My last blog was on the subject of pronation and how it is the body’s natural way to slow down the arm after a throw as well as its way to help dissipate the tremendous amount of energy and stress created during the throwing motion. Pronation is one of the best ways to help keep a throwing athlete, especially a pitcher, healthy and able to continue answering the bell week after week.
Although pronation is natural, not every thrower does it very well or very efficiently. Like I mentioned in my last post, the heavier an object the more your body naturally calls for you to pronate to help disperse the stress caused by this weighted implement. With a heavy ball such as a shotput or football the brain realizes that in order to protect the body from injury, which is its top priority, it must overemphasize its natural method for dissolving the energy of the activity. If too much energy, a.k.a. stress, is placed upon one muscle, tendon, or ligament, then a serious injury can occur, such as a U.C.L. tear (Tommy John surgery) or torn labrum.
The problem with throwing a baseball stems from how little the ball weighs. Because a baseball only weighs 5 oz the body does not perceive it to be a serious concern in terms of the stress it will place on the arm. This is problematic because now you have a weighted instrument which is light enough that the body does not place as much importance slowing the arm down coupled with the fact that the arm speed involved in throwing a baseball is increased over that of throwing a heavier object. This is what causes pitchers to break down time and time again more than any other throwing athlete.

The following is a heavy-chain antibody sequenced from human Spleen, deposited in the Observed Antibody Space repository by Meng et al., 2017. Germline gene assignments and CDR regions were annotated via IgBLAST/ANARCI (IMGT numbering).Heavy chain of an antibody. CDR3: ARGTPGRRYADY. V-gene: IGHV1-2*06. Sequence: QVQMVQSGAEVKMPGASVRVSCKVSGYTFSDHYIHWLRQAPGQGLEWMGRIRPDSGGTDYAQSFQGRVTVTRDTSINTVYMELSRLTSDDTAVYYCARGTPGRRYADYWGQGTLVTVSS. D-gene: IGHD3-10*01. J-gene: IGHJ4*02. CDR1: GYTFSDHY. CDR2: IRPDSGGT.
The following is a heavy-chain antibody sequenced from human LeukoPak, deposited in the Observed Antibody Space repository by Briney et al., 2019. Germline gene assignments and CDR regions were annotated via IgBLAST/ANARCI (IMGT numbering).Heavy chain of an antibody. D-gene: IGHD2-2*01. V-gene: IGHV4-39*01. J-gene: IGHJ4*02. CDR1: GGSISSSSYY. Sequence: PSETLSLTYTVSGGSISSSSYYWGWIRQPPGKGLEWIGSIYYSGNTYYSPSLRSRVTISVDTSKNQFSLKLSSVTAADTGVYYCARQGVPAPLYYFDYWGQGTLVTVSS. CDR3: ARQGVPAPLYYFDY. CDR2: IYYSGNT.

This being said, it is possible to train a pitcher (or any baseball player) to improve pronation. By improving pronation I mean the pitcher is pronating sooner after release and is able to continue and hold this pronation throughout the entire follow through. Let me first explain what I mean by holding pronation throughout the follow through. Most pitchers pronate after release and are on their way to dispersing the energy safely throughout their body. But after release as the pitcher begins to come over his front leg in the follow through is where many pitchers encounter problems.
In order to continue the deceleration process safely and to keep the stress off of the elbow and rotator cuff, a pitcher needs to continue to rotate over his landing leg. This involves both coming over his front leg home plate as well as rotating over this leg toward first base. The old timers called this “showing your number to the catcher,” implying they would rotate enough that the catcher could see the number on their back. I’ve also heard people say they try to have their shoulder blade facing the catcher.
(Photo Credit: https://www.si.com/mlb/2012/06/14/classic-photos-cliff-lee) (Photo Credit: https://www.minorleagueball.com/2013/7/15/4524910/prospect-retrospective-tim-lincecum-rhp-san-francisco-giants)